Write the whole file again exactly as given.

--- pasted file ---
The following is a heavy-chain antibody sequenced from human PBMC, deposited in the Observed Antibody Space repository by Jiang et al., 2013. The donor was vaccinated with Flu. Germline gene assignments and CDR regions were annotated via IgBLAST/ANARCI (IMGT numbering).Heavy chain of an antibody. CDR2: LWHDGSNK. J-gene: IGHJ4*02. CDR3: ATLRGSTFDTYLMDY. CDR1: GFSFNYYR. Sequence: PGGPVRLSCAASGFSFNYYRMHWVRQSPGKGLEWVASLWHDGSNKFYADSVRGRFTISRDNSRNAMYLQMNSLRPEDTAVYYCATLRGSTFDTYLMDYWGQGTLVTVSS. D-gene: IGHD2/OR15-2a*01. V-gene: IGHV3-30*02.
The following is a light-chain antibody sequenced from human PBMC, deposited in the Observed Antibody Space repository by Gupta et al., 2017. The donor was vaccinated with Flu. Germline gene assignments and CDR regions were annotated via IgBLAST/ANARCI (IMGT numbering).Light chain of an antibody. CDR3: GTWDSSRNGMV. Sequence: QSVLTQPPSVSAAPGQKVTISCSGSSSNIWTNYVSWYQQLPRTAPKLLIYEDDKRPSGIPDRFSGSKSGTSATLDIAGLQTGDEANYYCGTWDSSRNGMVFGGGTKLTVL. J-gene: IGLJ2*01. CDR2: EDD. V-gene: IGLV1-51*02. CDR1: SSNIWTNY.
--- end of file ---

The following is a heavy-chain antibody sequenced from human PBMC, deposited in the Observed Antibody Space repository by Jiang et al., 2013. The donor was vaccinated with Flu. Germline gene assignments and CDR regions were annotated via IgBLAST/ANARCI (IMGT numbering).Heavy chain of an antibody. CDR2: LWHDGSNK. J-gene: IGHJ4*02. CDR3: ATLRGSTFDTYLMDY. CDR1: GFSFNYYR. Sequence: PGGPVRLSCAASGFSFNYYRMHWVRQSPGKGLEWVASLWHDGSNKFYADSVRGRFTISRDNSRNAMYLQMNSLRPEDTAVYYCATLRGSTFDTYLMDYWGQGTLVTVSS. D-gene: IGHD2/OR15-2a*01. V-gene: IGHV3-30*02.
The following is a light-chain antibody sequenced from human PBMC, deposited in the Observed Antibody Space repository by Gupta et al., 2017. The donor was vaccinated with Flu. Germline gene assignments and CDR regions were annotated via IgBLAST/ANARCI (IMGT numbering).Light chain of an antibody. CDR3: GTWDSSRNGMV. Sequence: QSVLTQPPSVSAAPGQKVTISCSGSSSNIWTNYVSWYQQLPRTAPKLLIYEDDKRPSGIPDRFSGSKSGTSATLDIAGLQTGDEANYYCGTWDSSRNGMVFGGGTKLTVL. J-gene: IGLJ2*01. CDR2: EDD. V-gene: IGLV1-51*02. CDR1: SSNIWTNY.